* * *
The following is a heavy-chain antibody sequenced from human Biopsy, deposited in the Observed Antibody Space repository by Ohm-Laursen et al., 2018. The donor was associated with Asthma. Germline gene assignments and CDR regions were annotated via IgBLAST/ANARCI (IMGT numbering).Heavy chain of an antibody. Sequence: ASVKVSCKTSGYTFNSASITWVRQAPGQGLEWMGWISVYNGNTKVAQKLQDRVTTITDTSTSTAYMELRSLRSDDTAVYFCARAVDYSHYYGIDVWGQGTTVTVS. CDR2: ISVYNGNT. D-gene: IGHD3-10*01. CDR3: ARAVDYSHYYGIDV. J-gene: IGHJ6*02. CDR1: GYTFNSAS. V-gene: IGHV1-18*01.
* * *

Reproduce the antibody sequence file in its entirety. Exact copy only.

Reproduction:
The following is a heavy-chain antibody sequenced from human Biopsy, deposited in the Observed Antibody Space repository by Ohm-Laursen et al., 2018. The donor was associated with Asthma. Germline gene assignments and CDR regions were annotated via IgBLAST/ANARCI (IMGT numbering).Heavy chain of an antibody. Sequence: ASVKVSCKTSGYTFNSASITWVRQAPGQGLEWMGWISVYNGNTKVAQKLQDRVTTITDTSTSTAYMELRSLRSDDTAVYFCARAVDYSHYYGIDVWGQGTTVTVS. CDR2: ISVYNGNT. D-gene: IGHD3-10*01. CDR3: ARAVDYSHYYGIDV. J-gene: IGHJ6*02. CDR1: GYTFNSAS. V-gene: IGHV1-18*01.